Michael Hammerschlag: Cairo Calm
by Michael Hammerschlag
CAIRO: “Ohh, isn’t it dangerous,” said an acquaintance as I was extolling Egypt, where Obama is scheduled make a historic address June 4. The Feb 22 terrorist bombing in Cairo that killed a French schoolgirl gives one the wrong idea. I was there, in Hussein Sq., a nice family park with palm trees, ice cream, and minaret-laden mosques; a couple of days before. Cairo is actually amazingly relaxed, peaceful, and safe, considering the grinding poverty many people live under. One can walk anywhere as late as 3am, and never feel threatened in the slightest, even girls. Try that in Rio, or Mexico City, or Sao Paulo- other 20 million person megalopolises- you won't keep your money or life long. Mark it off to the civilizing effect of Islam, which contrary to the image in the West, is a pervasive social contract with the people that punishes cruel, dishonest, or violent behavior. The general attitude towards America and the West, even after the carnage in Gaza, is universally warm and welcoming, maybe because a vote is actually possible there sometimes. “Ah, America”, they say softly and longingly,... “a good place.”
The American dream still burns bright in the Arab world despite all the negative stuff we are inundated with by media fear-mongerers: some will proudly say they have relatives in America- and Obama's election was a watershed event to Africans and the world that proved anything is still possible there (Egyptians are more African than Arabic). Egyptians remember the British and French colonial predations whereas America in the days of liberation (1952) was the anti-colonial beacon in the third world, including rolling back the 1956 Western power Suez invasion. In 2 months I didn't encountered one overt anti-American or Western person. The US gives Egypt some $500 million a year social aid and another $1.3 billion military, more than to any other country except Israel, which forestalls some of the most abject poverty, and promotes stability and friendship in the 80 million person Arab giant, the second biggest population in Africa.
Personal conflicts are rare and generally resolved by neighbors who practice constructive nosiness; I've never seen any violence- in one argument the other guy just hugged the outraged guy who was yelling till he settled down- feel the love, brother.
The 28 year Mubarak government rules with an iron hand: any protests, including those against Islamic control, which the government might be expected to support, are summarily crushed. Recently by Talaat Harb Sq., 3 large police vans disgorged 60 black-clad police, reported whisking away 20 protestors about Egypt’s refusal to let in Gazan refugees.
Cairo is beset by choking pollution- fumes from the 2 million cars, many junky old Fiats- even at 3am on a winter night, and a fine desert dust that covers everything. A few hours on the street is equivalent to smoking a pack of cigarettes, and one is literally slapped by particles as some cars zip by. On the pollution status board in Tahrir Sq. there are hazard categories colored orange, bright red, and blue... by which time you are presumably dead. Cars navigate, like schools of dolphin, by horn echo-location, honking constantly, repetitively, maddeningly. People cross streets of solid traffic by weaving through 10 lanes of cars- like flocks of birds the cars somehow part and let them through.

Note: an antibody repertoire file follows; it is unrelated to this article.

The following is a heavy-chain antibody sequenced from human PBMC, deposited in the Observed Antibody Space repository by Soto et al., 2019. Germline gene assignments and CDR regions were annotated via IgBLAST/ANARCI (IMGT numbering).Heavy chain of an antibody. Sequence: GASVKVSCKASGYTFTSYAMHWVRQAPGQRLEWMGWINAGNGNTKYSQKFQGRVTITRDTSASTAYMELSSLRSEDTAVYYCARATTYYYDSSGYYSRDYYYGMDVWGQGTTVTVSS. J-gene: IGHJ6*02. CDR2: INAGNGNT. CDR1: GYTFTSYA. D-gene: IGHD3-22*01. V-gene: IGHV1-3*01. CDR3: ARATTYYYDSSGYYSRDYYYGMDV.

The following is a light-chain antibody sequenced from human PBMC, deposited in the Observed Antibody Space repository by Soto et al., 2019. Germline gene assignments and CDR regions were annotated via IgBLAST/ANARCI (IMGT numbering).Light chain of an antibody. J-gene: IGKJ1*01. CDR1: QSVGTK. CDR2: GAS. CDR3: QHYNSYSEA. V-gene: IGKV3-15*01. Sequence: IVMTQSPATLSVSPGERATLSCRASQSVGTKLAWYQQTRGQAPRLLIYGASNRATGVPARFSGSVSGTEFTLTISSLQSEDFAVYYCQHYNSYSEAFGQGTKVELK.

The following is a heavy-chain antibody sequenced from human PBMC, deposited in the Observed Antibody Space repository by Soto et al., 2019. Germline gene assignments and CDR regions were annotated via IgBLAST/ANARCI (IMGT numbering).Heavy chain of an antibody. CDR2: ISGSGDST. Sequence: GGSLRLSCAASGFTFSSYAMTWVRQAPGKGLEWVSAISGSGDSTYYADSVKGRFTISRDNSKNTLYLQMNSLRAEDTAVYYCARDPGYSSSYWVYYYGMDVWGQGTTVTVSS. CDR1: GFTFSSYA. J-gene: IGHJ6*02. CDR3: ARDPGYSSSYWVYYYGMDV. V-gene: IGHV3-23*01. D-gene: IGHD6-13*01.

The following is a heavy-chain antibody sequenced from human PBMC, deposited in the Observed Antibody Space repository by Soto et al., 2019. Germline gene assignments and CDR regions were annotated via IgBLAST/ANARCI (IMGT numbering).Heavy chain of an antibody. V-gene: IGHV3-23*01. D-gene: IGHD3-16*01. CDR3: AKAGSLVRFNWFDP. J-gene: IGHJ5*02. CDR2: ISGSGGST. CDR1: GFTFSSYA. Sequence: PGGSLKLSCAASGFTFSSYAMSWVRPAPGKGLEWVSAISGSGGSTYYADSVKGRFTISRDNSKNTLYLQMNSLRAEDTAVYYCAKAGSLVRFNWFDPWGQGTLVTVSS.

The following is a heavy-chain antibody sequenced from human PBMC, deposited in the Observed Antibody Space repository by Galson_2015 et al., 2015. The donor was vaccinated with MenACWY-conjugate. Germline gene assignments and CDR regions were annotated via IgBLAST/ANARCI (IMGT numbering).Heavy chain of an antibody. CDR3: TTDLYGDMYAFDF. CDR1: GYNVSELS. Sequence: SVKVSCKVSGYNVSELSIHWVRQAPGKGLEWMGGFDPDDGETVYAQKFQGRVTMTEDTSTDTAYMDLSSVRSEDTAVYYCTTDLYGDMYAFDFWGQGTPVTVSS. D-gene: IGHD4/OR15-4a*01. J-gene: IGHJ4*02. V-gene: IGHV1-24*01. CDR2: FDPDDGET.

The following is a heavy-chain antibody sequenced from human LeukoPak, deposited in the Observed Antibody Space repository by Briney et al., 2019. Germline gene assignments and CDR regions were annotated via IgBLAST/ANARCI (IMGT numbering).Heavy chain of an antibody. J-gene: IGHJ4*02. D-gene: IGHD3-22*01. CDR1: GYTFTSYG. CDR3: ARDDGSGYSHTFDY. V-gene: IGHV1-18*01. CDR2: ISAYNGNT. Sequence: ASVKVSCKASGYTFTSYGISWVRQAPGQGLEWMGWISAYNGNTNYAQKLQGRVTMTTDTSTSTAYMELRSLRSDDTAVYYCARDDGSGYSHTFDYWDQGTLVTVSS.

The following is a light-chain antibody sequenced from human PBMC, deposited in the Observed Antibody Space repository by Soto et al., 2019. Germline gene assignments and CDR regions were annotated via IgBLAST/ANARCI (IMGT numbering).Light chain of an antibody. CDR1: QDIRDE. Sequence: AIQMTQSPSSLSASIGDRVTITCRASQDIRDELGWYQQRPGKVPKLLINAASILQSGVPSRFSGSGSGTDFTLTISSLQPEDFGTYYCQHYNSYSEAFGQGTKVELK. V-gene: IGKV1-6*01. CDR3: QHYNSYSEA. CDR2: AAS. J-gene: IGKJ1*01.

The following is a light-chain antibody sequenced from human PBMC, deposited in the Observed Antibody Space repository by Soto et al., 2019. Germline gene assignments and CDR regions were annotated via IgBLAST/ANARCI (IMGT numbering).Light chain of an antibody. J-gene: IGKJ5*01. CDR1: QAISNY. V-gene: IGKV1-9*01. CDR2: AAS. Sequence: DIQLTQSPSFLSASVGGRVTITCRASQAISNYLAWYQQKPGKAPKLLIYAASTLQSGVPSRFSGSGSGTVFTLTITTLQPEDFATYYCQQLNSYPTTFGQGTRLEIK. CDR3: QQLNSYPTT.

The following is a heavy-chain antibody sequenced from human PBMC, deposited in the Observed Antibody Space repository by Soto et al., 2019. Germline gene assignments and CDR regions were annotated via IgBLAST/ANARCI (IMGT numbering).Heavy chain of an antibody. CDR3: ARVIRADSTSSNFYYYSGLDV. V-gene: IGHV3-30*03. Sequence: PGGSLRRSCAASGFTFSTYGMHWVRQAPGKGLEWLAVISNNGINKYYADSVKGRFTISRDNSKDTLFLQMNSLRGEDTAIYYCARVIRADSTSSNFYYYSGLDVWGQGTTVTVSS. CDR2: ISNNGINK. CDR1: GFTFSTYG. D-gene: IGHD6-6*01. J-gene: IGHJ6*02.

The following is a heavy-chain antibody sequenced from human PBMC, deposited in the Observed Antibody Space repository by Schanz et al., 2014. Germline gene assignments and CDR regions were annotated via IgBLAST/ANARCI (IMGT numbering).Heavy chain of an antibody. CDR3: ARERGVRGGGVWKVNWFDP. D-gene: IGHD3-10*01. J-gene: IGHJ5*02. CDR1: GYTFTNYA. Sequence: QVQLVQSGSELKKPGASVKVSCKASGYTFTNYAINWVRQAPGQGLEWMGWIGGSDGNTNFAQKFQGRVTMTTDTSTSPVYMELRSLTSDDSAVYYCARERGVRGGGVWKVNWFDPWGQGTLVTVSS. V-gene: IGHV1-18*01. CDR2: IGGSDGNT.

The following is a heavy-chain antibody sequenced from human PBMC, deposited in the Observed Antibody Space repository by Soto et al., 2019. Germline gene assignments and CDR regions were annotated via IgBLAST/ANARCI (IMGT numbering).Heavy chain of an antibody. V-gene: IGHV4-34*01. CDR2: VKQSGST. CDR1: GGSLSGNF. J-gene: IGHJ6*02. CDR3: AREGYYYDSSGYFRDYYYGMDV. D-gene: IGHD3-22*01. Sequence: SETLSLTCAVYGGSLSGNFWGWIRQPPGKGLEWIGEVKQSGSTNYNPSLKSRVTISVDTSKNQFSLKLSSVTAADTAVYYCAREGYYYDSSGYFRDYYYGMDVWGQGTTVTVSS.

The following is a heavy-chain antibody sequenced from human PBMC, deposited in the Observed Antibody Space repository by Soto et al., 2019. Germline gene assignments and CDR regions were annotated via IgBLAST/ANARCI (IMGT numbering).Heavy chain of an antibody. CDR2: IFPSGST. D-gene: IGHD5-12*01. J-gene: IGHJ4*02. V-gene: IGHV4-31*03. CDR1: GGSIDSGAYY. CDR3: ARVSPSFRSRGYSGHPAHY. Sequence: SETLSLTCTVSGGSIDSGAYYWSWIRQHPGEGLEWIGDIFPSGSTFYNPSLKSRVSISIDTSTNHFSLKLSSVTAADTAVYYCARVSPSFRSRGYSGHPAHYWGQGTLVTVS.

Egypt is one of the cheapest places in the world, with perfectly nice hotel rooms as little as $4 a night, 400 mile trains maybe $10, and decent meals or subs $1; and the treasures of 5000 years of civilization splayed out around you. (As anyplace with such vast income disparities, touts and hustlers will pester you to buy their goods.) It lives and dies on tourism, which is down 5% (till Dec) from the crisis, but luckily almost as many people are switching vacations to affordable Egypt as canceling them. It is a popular destination with Rukrainians because of the painless visas- the touts often speak Russian now.
In a good sense, Egyptians were the original master race, building the very first epic monuments, and since have been tempered and enriched by a dozen foreign invasions, like deposits of the rich Nile silt: Assyrians, Persians, Alexander's Greeks, Romans, Turks, French, British... that make the people open and generous to foreigners. The Pyramids were tourist attractions to almost every civilization on earth, so Egypt has always been a country of the world.
When you hear “terrorism, terrorism, terrorism”- remember it's a one in a million likelihood- you have a lot more chance of being hit by a car. Though surprisingly, in 2 months I never saw any examples of that.
Michael Hammerschlag (Hammernewscom) has spent 2 months in Egypt, toured Europe + Africa for a year, and is now based in Kiev. His articles have appeared in the International Herald Tribune, Seattle Times, Providence Journal, Columbia Journalism Review, Honolulu Advertiser, Capital Times, Media Channel, Scoop; and Moscow News, Tribune, Guardian, and Times.